Interpol has released an image of two Iranians who were traveling with stolen passports on a missing Malaysia Airlines jetliner.
The image showed the two Iranian men boarding a plane at the same time.
Interpol secretary general Ronald K. Noble said Tuesday the two men traveled to Malaysia on their Iranian passports, then apparently switched to the stolen Austrian and Italian documents.
Noble said the recent information about the men made terrorism a less likely cause of the plane's disappearance, but that did not allay concerns about the ease of travel involving stolen passports.
He identified the men as Pouri Nourmohammadi, 19, and Delavar Seyedmohammaderza, 29. The 19-year-old is believed to have planned to seek asylum in Germany.
(Copyright 2014 The Associated Press. All rights reserved.
A Vietnamese official says searchers on ships worked throughout the night but could not find a rectangle object spotted Sunday afternoon that was thought to be one of the doors of a missing Boeing 777.
Doan Huu Gia, the chief of search and rescue coordination center, said Monday that six planes and seven ships from Vietnam were searching for the object but nothing had been found.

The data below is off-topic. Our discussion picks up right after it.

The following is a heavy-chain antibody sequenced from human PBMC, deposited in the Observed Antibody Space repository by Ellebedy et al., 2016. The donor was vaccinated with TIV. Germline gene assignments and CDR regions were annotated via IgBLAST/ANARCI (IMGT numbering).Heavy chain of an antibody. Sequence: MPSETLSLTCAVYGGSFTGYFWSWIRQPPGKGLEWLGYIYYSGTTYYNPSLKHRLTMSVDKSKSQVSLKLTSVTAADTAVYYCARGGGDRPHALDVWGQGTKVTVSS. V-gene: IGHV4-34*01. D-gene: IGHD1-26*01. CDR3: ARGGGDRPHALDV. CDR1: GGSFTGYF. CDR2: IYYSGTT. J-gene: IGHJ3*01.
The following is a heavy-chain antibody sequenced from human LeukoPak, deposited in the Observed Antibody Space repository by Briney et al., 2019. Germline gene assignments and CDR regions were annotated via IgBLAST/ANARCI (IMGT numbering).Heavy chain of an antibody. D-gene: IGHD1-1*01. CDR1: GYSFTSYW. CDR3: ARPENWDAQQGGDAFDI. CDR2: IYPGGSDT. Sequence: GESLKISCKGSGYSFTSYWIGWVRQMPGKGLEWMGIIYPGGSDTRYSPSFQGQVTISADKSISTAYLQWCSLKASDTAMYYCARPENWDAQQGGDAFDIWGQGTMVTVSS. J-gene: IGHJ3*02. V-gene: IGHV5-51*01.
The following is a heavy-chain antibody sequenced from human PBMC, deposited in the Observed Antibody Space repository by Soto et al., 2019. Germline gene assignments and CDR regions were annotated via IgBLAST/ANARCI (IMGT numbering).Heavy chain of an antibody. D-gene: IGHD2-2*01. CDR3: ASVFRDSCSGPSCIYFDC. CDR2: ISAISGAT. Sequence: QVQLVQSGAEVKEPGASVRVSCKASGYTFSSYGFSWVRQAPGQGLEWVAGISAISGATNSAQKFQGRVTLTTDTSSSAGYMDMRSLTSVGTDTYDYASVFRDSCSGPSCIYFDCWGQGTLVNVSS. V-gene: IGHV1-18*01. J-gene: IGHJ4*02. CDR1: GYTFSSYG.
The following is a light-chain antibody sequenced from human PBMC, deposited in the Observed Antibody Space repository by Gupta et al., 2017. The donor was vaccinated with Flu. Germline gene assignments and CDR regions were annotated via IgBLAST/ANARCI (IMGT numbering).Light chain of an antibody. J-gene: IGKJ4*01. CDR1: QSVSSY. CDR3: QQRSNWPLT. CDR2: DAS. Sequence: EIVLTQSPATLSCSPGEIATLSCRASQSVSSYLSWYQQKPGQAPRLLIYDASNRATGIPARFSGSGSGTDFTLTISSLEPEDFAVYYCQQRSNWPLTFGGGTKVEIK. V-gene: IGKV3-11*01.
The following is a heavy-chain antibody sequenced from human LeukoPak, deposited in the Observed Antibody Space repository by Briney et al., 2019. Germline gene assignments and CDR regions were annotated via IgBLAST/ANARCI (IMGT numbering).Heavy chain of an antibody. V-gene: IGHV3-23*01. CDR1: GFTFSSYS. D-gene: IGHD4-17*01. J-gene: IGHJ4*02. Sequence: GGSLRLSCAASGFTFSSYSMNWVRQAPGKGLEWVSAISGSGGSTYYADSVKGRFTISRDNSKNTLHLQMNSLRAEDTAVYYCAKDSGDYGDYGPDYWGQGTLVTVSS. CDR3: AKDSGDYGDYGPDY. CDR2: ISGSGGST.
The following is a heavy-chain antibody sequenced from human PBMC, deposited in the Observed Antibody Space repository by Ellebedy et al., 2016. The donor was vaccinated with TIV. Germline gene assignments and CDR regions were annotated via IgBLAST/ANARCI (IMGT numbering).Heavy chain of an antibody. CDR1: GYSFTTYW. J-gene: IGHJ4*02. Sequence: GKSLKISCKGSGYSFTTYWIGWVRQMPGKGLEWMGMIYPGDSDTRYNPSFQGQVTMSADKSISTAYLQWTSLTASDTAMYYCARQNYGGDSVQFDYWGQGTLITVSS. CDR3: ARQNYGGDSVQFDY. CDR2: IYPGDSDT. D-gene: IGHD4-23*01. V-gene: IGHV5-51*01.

Malaysia Airlines Flight MH370 went missing early Saturday morning on a flight from Kuala Lumpur to Beijing with 239 people on board.
The plane lost contact with ground controllers somewhere between Malaysia and Vietnam, and searchers in a low-flying plane spotted an object that appeared to be one of the plane's doors, the state-run Thanh Nien newspaper said.
(Copyright 2014 The Associated Press. All rights reserved.)
Interpol says it's troubling that despite repeated warnings about passport fraud, people continue to be allowed to board flights without having their passports checked against the police agency's stolen-documents records.
The international police organization says last year, passengers boarded planes over a billion times without their passports being checked against Interpol's database of 40 million stolen or lost travel documents.
The France-based agency says that happened again when two people boarded the ill-fated Malaysia Airlines flight with passports that were on file with Interpol as stolen.
Information about the thefts of an Austrian passport in 2012 and an Italian passport last year was entered into Interpol's database after they were stolen in Thailand. But Interpol says no checks of the stolen passports were made "by any country" before the flight.
Interpol says it's working to determine the true identities of the two passengers.
In a statement, Interpol Secretary General Ronald K. Noble says it's too soon to speculate about any connection between the stolen passports and the missing plane. But he says "it is clearly of great concern that any passenger was able to board an international flight using a stolen passport listed in Interpol's databases."